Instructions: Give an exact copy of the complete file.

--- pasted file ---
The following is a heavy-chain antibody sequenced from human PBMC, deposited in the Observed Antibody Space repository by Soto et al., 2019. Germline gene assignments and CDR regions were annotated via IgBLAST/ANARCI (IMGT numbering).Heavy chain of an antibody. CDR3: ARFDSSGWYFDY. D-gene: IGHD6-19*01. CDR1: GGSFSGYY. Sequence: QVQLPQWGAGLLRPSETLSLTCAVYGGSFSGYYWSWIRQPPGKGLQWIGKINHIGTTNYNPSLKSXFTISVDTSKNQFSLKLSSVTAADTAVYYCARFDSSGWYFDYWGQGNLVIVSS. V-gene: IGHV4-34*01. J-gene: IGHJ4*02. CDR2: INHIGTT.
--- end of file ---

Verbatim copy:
The following is a heavy-chain antibody sequenced from human PBMC, deposited in the Observed Antibody Space repository by Soto et al., 2019. Germline gene assignments and CDR regions were annotated via IgBLAST/ANARCI (IMGT numbering).Heavy chain of an antibody. CDR3: ARFDSSGWYFDY. D-gene: IGHD6-19*01. CDR1: GGSFSGYY. Sequence: QVQLPQWGAGLLRPSETLSLTCAVYGGSFSGYYWSWIRQPPGKGLQWIGKINHIGTTNYNPSLKSXFTISVDTSKNQFSLKLSSVTAADTAVYYCARFDSSGWYFDYWGQGNLVIVSS. V-gene: IGHV4-34*01. J-gene: IGHJ4*02. CDR2: INHIGTT.